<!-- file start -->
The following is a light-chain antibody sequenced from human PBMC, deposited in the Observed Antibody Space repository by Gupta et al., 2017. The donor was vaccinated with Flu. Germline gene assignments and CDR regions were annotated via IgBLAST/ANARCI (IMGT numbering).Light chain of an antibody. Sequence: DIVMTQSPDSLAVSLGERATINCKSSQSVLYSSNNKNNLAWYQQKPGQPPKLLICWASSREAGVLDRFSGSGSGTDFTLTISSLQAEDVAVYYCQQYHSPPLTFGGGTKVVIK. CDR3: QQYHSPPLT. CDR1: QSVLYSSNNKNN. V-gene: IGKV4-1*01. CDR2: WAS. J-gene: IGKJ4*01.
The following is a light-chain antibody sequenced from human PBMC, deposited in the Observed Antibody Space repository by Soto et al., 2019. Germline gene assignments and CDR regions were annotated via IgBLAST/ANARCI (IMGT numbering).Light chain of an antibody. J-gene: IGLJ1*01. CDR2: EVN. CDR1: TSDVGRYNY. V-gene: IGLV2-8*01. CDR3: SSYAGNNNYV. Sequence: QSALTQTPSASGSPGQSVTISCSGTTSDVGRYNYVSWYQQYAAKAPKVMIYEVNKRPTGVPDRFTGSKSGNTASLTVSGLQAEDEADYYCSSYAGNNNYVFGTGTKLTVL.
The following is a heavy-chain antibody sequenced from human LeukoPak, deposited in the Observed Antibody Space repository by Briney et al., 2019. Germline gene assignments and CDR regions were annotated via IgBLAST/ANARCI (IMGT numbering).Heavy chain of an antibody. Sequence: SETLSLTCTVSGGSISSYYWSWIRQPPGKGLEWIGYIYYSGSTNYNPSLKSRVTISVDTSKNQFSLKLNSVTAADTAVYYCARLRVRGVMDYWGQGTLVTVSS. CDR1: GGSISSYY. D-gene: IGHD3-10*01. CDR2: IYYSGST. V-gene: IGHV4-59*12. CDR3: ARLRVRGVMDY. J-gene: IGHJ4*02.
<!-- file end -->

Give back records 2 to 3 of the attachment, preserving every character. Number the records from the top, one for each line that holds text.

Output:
The following is a light-chain antibody sequenced from human PBMC, deposited in the Observed Antibody Space repository by Soto et al., 2019. Germline gene assignments and CDR regions were annotated via IgBLAST/ANARCI (IMGT numbering).Light chain of an antibody. J-gene: IGLJ1*01. CDR2: EVN. CDR1: TSDVGRYNY. V-gene: IGLV2-8*01. CDR3: SSYAGNNNYV. Sequence: QSALTQTPSASGSPGQSVTISCSGTTSDVGRYNYVSWYQQYAAKAPKVMIYEVNKRPTGVPDRFTGSKSGNTASLTVSGLQAEDEADYYCSSYAGNNNYVFGTGTKLTVL.
The following is a heavy-chain antibody sequenced from human LeukoPak, deposited in the Observed Antibody Space repository by Briney et al., 2019. Germline gene assignments and CDR regions were annotated via IgBLAST/ANARCI (IMGT numbering).Heavy chain of an antibody. Sequence: SETLSLTCTVSGGSISSYYWSWIRQPPGKGLEWIGYIYYSGSTNYNPSLKSRVTISVDTSKNQFSLKLNSVTAADTAVYYCARLRVRGVMDYWGQGTLVTVSS. CDR1: GGSISSYY. D-gene: IGHD3-10*01. CDR2: IYYSGST. V-gene: IGHV4-59*12. CDR3: ARLRVRGVMDY. J-gene: IGHJ4*02.